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@Your Library Book Blog

Welcome to our book blog for the Grand Forks Public Library.  @ Your Library Book Blog will feature discussions on book club books, new arrivals to the library, lists of read-a-likes, and other "bookish" information.  Feel free to make comments on posts; we'd like this blog to become an exchange of information and ideas. 

Mar 02

March Madness Book Battles!

Posted on March 2, 2017 at 4:50 PM by Mary Lorenz

March is here and madness is in the air!  Not college basketball madness (although I'm a big fan of that as well) but the North Dakota State Library's March Madness Book Battles that begin on March 13! This year's theme is books that have been made into movies. You can vote on the book battles on Facebook, you can vote via email, or you can print out the brackets and return them by email or postal mail to the North Dakota State Library. Here's how it works:

  • 64 books that fit the theme are chosen and randomly bracketed to battle against each other.
  • Everyday book battles will occur on Facebook (be sure to like and follow the State Library's Facebook page).
  • The book with the most votes at the end of day moves on to the next round.
  • If you'd like to vote via email you must indicate that somewhere on your bracket or in an email, with the email address you would like to use for the game.
  • The brackets can be printed and filled out or filled out online and emailed back to or mailed to the State Library.
  • Please return the brackets by March 10th if you want to be eligible to win an awesome prize.
  • The winner will be determined by who picks the last book standing. If more than one person picks the winning book, we will determine the winner by whose bracket had the most correct predictions.
  • Any ND resident can fill out a bracket and be eligible to win the prize.

Book Bracket

Dracula was the big winner last year, let's see which book wins this year!  Good luck!

Feb 14

Book Challenge!

Posted on February 14, 2017 at 4:18 PM by Mary Lorenz

Sometimes I get in a rut with my reading and tend to read the same types of books.  It's always good to challenge yourself to read outside of your comfort zone.  It broadens your thinking, perceptions, and ideas about life.  The members of the Great Reads Book Club, which I facilitate, say that our book club titles are books they wouldn't normally pick up and read.  And often they are not books I would read but I'm the one who chooses the books and so far I haven't chosen a book that I didn't think I would enjoy.  I do have one title this year that I'm not sure about, The Girls by Emma Cline, which we read in November.

If you want to broaden your reading choices, it can be as easy as picking up a different genre or conducting an online search for reading challenges.  Here are just a few of the ones I found on

Goodreads - if you're a Goodreads member, you can set up a number of books that you are challenging yourself to read this year.  The website keeps track of how you're doing on your challenge.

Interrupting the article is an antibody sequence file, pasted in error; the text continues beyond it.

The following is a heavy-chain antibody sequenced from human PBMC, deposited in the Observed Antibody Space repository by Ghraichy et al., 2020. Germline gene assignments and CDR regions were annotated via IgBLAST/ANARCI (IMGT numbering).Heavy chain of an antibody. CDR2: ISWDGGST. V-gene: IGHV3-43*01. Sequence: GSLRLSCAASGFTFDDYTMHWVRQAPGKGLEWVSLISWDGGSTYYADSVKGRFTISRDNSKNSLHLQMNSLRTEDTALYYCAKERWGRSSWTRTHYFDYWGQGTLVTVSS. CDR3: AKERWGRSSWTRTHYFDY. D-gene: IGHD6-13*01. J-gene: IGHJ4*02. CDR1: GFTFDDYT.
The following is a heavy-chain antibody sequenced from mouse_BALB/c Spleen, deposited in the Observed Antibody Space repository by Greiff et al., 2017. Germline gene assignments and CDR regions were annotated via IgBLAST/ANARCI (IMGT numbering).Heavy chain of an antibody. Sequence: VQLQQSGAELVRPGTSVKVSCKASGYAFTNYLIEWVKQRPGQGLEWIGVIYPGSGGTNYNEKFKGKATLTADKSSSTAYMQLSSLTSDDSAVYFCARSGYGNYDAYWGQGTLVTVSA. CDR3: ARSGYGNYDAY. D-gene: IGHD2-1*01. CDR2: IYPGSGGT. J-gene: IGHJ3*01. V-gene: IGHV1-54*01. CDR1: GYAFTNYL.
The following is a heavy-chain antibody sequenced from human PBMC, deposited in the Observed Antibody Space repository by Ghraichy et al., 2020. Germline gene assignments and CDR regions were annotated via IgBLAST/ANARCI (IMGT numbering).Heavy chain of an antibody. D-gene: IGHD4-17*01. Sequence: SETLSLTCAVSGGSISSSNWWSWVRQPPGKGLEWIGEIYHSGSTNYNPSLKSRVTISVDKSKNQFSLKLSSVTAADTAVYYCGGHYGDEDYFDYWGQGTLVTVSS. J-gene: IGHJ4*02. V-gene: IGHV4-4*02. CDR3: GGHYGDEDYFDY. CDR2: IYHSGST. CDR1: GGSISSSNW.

BookRiot offers the Read Harder Challenge in which participants read books that fit a list of tasks listed on their website.

For the #LitsyAtoZ Reading Challenge, read a book for every letter in the alphabet; either the title starts with the letter or the author’s last name does.

POPSUGAR has a reading challenge similar to the BookRiot Read Harder Challenge except it also includes an advanced level.

There are many challenges that deal with specific genres or categories such as the Retellings Reading Challenge, Contemporary Romance Reading Challenge, Read All the Youth Media Award Books in 2017, and the Banned/Challenged Books Reading Challenges. 

Whatever your reading preferences, try to diversify and read something different.  You might like it!

Feb 02

Short Stories

Posted on February 2, 2017 at 3:58 PM by Mary Lorenz

Books seem to be getting longer all the time 400 to 500 pages is not uncommon.  But sometimes it's nice to read a slightly shorter book or a collection of short stories.  The Great Reads Book Club just finished Girl in Hyacinth Blue by Susan Vreeland for our January read.  This book is a collection of short stories because it is a fictional narrative that's shorter than a novel, it deals with a few characters, and any of its stories cand be read in one sitting.  If a short story is 50 - 100 pages in length, it's called a novella.

I really liked Girl in Hyacinth Blue which centers around a "lost painting" by Dutch artist, Johannes Vermeer.  The stories are told in reverse chronological order, each consecutive story takes the reader farther back in time.  There wasn't an image of the painting on the book cover so I did a little research on this painting.  Surprise!  Girl in Hyacinth Blue was not painted by Johannes Vermeer.  It's a painting imagined by the author, Susan Vreeland, and painted by Jonathan Janson.  Can you imagine, visualizing a painting because you want to write a certain story?  Vreeland has used a unusual method to develop this story line and because of this, I want to read more books by her.

So why did Vreeland choose to imagine the painting as one by Vermeer?  There's a lot of mystery surrounding Vermeer and his paintings largely because he signed less than half of his works.  They're hard to identify as being painted by him because he also changed his painting style, used a variety of subjects, and no one knew the true extent of his collective works.  He completed no more than forty works in his lifetime.  There's a lot of interesting information on the Essential Vermeer website.

Here's what the painting, Girl in Hyacinth Blue by Jonathan Janson looks like:

                                           Girl in Hyacinth Blue by Jonathan Janson.

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